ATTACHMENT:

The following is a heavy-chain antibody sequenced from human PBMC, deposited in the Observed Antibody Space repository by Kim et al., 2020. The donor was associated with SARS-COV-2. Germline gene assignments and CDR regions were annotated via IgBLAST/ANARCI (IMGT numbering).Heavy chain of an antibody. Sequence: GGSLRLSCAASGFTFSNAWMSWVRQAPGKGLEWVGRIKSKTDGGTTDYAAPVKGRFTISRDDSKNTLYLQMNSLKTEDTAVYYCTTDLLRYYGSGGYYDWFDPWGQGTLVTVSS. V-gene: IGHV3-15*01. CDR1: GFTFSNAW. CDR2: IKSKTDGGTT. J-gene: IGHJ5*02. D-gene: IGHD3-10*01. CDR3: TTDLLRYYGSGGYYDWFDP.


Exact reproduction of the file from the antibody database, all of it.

The following is a heavy-chain antibody sequenced from human PBMC, deposited in the Observed Antibody Space repository by Kim et al., 2020. The donor was associated with SARS-COV-2. Germline gene assignments and CDR regions were annotated via IgBLAST/ANARCI (IMGT numbering).Heavy chain of an antibody. Sequence: GGSLRLSCAASGFTFSNAWMSWVRQAPGKGLEWVGRIKSKTDGGTTDYAAPVKGRFTISRDDSKNTLYLQMNSLKTEDTAVYYCTTDLLRYYGSGGYYDWFDPWGQGTLVTVSS. V-gene: IGHV3-15*01. CDR1: GFTFSNAW. CDR2: IKSKTDGGTT. J-gene: IGHJ5*02. D-gene: IGHD3-10*01. CDR3: TTDLLRYYGSGGYYDWFDP.